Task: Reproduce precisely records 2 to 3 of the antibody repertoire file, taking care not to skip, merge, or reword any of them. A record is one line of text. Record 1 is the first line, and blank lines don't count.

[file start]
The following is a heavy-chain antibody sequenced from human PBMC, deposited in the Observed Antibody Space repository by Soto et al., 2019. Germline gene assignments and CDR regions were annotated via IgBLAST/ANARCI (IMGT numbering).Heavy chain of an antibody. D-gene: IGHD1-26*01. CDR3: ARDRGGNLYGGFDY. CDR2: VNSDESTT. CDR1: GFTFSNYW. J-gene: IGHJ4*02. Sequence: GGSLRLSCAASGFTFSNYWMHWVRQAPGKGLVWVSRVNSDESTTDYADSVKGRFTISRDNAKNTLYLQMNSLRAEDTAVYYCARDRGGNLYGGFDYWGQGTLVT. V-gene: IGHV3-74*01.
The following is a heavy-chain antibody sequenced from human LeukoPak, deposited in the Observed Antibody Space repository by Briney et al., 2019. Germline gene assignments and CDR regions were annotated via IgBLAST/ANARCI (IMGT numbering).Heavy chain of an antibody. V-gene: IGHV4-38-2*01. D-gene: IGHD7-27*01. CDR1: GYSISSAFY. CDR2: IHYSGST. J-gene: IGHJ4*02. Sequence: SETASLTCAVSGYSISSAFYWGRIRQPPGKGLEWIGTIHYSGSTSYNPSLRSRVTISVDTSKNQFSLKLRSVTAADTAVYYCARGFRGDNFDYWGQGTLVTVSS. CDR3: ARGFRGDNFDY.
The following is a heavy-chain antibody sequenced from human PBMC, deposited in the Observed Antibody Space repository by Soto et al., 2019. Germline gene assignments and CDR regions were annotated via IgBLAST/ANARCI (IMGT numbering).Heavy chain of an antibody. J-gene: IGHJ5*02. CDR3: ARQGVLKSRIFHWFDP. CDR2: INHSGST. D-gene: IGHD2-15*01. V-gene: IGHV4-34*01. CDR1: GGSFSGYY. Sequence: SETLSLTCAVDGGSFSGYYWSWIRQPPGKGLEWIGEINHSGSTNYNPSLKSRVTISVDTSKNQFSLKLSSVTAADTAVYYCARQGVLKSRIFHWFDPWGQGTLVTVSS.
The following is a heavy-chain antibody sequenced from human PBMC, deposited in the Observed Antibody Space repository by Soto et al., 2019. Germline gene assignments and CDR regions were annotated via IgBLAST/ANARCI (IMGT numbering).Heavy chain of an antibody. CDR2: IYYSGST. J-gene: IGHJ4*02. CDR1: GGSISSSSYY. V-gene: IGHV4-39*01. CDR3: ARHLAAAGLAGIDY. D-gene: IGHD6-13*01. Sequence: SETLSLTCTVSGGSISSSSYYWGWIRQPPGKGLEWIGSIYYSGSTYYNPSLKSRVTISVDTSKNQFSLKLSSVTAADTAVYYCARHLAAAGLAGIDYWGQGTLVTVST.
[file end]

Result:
The following is a heavy-chain antibody sequenced from human LeukoPak, deposited in the Observed Antibody Space repository by Briney et al., 2019. Germline gene assignments and CDR regions were annotated via IgBLAST/ANARCI (IMGT numbering).Heavy chain of an antibody. V-gene: IGHV4-38-2*01. D-gene: IGHD7-27*01. CDR1: GYSISSAFY. CDR2: IHYSGST. J-gene: IGHJ4*02. Sequence: SETASLTCAVSGYSISSAFYWGRIRQPPGKGLEWIGTIHYSGSTSYNPSLRSRVTISVDTSKNQFSLKLRSVTAADTAVYYCARGFRGDNFDYWGQGTLVTVSS. CDR3: ARGFRGDNFDY.
The following is a heavy-chain antibody sequenced from human PBMC, deposited in the Observed Antibody Space repository by Soto et al., 2019. Germline gene assignments and CDR regions were annotated via IgBLAST/ANARCI (IMGT numbering).Heavy chain of an antibody. J-gene: IGHJ5*02. CDR3: ARQGVLKSRIFHWFDP. CDR2: INHSGST. D-gene: IGHD2-15*01. V-gene: IGHV4-34*01. CDR1: GGSFSGYY. Sequence: SETLSLTCAVDGGSFSGYYWSWIRQPPGKGLEWIGEINHSGSTNYNPSLKSRVTISVDTSKNQFSLKLSSVTAADTAVYYCARQGVLKSRIFHWFDPWGQGTLVTVSS.